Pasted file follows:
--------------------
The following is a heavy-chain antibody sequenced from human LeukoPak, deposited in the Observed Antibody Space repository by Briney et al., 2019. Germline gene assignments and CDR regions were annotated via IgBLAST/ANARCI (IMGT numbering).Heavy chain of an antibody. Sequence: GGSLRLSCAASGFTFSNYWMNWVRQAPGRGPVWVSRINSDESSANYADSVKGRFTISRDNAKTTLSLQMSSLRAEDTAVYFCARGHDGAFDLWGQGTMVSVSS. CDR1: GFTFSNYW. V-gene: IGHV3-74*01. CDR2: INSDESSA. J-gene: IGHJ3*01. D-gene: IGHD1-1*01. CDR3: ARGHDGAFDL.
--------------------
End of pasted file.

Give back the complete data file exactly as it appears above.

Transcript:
The following is a heavy-chain antibody sequenced from human LeukoPak, deposited in the Observed Antibody Space repository by Briney et al., 2019. Germline gene assignments and CDR regions were annotated via IgBLAST/ANARCI (IMGT numbering).Heavy chain of an antibody. Sequence: GGSLRLSCAASGFTFSNYWMNWVRQAPGRGPVWVSRINSDESSANYADSVKGRFTISRDNAKTTLSLQMSSLRAEDTAVYFCARGHDGAFDLWGQGTMVSVSS. CDR1: GFTFSNYW. V-gene: IGHV3-74*01. CDR2: INSDESSA. J-gene: IGHJ3*01. D-gene: IGHD1-1*01. CDR3: ARGHDGAFDL.